Graham's work is remarkable at once for its originality and for the simplicity of the methods employed obtaining most important results. He communicated papers to the Philosophical Society of Glasgow before the work of that society was recorded in Transactions, but his first published paper, "On the Absorption of Gases by Liquids," appeared in the Annals of Philosophy for 1826. The subject with which his name is most prominently associated is the diffusion of gases. In his first paper on this subject (1829) he thus summarizes the knowledge experiment had afforded as to the laws which regulate the movement of gases. "Fruitful as the miscibility of gases has been in interesting speculations, the experimental information we possess on the subject amounts to little more than the well-established fact that gases of a different nature when brought into contact do not arrange themselves according to their density, but they spontaneously diffuse through each other so as to remain in an intimate state of mixture for any length of time." For the fissured jar of J. W. Döbereiner he substituted a glass tube closed by a plug of plaster of Paris, and with this simple appliance he developed the law now known by his name “that the diffusion rate of gases is inversely as the square root of their density.” (See Diffusion.) He further studied the passage of gases by transpiration through fine tubes, and by effusion through a minute hole in a platinum disk, and was enabled to show that gas may enter a vacuum in three different ways: (1) by the molecular movement of diffusion, in virtue of which a gas penetrates through the pores of a disk of compressed graphite; (2) by effusion through an orifice of sensible dimensions in a platinum disk the relative times of the effusion of gases in mass being similar to those of the molecular diffusion, although a gas is usually carried by the former kind of impulse with a velocity many thousand times as great as is demonstrable by the latter; and (3) by the peculiar rate of passage due to transpiration through fine tubes, in which the ratios appear to be in direct relation with no other known property of the same gases—thus hydrogen has exactly double the transpiration rate of nitrogen, the relation of those gases as to density being as 1:14. He subsequently examined the passage of gases through septa or partitions of india-rubber, unglazed earthenware and plates of metals, such as palladium, and proved that gases pass through these septa neither by diffusion nor effusion nor by transpiration, but in virtue of a selective absorption which the septa appear to exert on the gases in contact with them. By this means ("atmolysis") he was enabled partially to separate oxygen from air.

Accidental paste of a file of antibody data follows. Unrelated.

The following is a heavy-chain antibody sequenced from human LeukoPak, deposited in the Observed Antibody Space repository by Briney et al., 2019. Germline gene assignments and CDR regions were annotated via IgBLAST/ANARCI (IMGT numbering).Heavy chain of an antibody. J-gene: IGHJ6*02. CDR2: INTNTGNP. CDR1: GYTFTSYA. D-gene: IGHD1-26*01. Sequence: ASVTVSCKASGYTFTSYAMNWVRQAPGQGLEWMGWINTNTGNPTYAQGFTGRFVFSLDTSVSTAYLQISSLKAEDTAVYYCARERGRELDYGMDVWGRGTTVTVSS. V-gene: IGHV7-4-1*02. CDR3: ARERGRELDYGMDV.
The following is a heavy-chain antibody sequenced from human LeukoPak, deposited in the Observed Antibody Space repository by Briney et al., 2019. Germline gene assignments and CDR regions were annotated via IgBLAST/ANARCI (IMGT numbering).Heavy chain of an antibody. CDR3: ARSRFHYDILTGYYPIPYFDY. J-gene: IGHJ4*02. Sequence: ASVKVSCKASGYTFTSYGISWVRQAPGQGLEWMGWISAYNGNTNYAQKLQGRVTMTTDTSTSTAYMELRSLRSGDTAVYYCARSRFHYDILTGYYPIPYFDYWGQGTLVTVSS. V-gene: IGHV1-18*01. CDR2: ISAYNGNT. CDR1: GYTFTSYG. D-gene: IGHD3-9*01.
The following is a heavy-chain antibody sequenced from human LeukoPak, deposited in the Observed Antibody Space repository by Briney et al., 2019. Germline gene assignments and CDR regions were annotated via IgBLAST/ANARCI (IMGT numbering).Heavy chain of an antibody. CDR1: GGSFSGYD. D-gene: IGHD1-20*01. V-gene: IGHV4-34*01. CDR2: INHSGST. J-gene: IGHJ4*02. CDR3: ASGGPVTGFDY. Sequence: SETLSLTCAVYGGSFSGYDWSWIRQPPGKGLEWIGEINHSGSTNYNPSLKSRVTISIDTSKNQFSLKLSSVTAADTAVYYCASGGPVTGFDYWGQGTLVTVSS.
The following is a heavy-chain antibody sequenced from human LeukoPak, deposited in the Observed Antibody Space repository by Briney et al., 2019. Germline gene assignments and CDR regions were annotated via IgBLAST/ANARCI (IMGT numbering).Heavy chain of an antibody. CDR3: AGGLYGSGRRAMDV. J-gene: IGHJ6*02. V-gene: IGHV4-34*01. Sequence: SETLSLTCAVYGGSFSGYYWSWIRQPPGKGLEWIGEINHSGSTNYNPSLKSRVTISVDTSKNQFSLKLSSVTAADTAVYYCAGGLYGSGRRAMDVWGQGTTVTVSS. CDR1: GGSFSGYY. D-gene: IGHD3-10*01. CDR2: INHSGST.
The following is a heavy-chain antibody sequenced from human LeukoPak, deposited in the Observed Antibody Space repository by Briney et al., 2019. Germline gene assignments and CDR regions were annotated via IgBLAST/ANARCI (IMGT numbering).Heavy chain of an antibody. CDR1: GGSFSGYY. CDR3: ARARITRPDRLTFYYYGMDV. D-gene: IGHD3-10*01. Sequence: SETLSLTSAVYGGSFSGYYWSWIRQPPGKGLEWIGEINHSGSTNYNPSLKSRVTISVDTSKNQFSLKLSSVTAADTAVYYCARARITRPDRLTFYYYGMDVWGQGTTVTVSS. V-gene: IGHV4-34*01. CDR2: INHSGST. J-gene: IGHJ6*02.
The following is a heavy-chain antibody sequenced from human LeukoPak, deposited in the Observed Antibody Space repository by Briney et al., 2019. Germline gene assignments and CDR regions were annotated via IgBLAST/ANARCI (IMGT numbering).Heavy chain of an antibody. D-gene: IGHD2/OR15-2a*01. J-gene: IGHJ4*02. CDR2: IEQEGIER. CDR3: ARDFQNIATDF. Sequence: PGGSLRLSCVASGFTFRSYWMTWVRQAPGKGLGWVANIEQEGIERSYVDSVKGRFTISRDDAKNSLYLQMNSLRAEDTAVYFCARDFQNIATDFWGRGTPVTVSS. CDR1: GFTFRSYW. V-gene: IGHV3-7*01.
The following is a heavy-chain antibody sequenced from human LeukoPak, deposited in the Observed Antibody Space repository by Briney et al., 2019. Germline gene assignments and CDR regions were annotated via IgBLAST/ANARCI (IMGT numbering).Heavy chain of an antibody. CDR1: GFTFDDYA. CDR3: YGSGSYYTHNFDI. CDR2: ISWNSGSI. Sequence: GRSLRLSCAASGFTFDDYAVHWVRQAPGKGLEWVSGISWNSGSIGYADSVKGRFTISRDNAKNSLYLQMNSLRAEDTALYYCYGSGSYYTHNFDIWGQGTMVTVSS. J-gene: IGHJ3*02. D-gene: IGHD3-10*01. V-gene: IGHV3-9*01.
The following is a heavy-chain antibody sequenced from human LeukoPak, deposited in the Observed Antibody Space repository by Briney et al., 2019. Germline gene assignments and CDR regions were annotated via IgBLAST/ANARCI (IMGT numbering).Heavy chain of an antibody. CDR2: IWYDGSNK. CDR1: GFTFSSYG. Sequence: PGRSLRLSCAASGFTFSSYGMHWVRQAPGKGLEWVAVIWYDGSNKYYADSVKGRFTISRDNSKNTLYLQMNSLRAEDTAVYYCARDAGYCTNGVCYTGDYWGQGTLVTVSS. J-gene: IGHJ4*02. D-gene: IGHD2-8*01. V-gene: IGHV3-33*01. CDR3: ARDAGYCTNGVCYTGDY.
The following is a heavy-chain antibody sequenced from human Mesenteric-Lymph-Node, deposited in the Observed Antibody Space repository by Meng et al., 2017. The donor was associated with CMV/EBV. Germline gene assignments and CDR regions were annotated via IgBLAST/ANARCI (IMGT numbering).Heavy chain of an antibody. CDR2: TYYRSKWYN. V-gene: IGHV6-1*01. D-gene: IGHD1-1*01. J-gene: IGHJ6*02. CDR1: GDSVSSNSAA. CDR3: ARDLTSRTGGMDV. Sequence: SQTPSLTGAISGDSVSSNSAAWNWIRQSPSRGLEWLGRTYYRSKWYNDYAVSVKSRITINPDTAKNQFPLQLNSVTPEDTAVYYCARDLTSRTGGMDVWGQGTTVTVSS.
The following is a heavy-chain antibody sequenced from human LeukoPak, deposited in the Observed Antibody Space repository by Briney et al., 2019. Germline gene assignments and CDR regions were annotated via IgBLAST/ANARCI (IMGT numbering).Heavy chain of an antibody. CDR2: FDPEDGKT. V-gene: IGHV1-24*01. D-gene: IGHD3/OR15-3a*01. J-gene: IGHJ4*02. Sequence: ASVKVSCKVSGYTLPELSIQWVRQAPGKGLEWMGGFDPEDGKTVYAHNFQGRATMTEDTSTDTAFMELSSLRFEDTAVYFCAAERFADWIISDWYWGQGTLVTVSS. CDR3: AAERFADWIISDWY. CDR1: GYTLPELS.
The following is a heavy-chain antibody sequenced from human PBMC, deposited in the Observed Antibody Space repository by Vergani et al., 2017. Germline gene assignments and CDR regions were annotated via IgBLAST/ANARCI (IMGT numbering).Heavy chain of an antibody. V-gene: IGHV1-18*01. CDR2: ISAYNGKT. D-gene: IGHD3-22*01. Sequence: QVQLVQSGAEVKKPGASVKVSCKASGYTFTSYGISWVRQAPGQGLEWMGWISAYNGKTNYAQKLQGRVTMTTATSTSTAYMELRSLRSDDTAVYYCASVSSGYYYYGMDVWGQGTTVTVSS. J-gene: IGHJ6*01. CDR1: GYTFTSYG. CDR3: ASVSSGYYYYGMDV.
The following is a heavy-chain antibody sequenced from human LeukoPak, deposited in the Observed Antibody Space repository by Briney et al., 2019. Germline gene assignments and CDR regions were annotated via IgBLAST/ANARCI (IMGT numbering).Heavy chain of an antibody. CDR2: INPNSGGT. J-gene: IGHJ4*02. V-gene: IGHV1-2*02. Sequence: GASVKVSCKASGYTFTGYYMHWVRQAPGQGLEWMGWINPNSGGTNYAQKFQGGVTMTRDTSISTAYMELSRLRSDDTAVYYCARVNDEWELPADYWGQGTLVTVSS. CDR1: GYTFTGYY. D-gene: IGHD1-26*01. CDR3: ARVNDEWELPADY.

His early work on the movements of gases led him to examine the spontaneous movements of liquids, and as a result of the experiments he divided bodies into two classes—crystalloids, such as common salt, and colloids, of which gum-arabic is a type—the former having high and the latter low diffusibility. He also proved that the process of liquid diffusion causes partial decomposition of certain chemical compounds, the potassium sulphate, for instance, being separated from the aluminium sulphate in alum by the higher diffusibility of the former salt. He also extended his work on the transpiration of gases to liquids, adopting the method of manipulation devised by J. L. M. Poiseuille. He found that dilution with water does not effect proportionate alteration in the transpiration velocities of different liquids, and a certain determinable degree of dilution retards the transpiration velocity.
With regard to Graham’s more purely chemical work, in 1833 he showed that phosphoric anhydride and water form three distinct acids, and he thus established the existence of polybasic acids, in each of which one or more equivalents of hydrogen are replaceable by certain metals (see Acid). In 1835 he published the results of an examination of the properties of water of crystallization as a constituent of salts. Not the least interesting part of this inquiry was the discovery of certain definite salts with alcohol analogous to hydrates, to which the name of alcoholates was given. A brief paper entitled “Speculative Ideas on the Constitution of Matter” (1863) possesses special interest in connexion with work done since his death, because in it he expressed the view that the various kinds of matter now recognized as different elementary substances may possess one and the same ultimate or atomic molecule in different conditions of movement.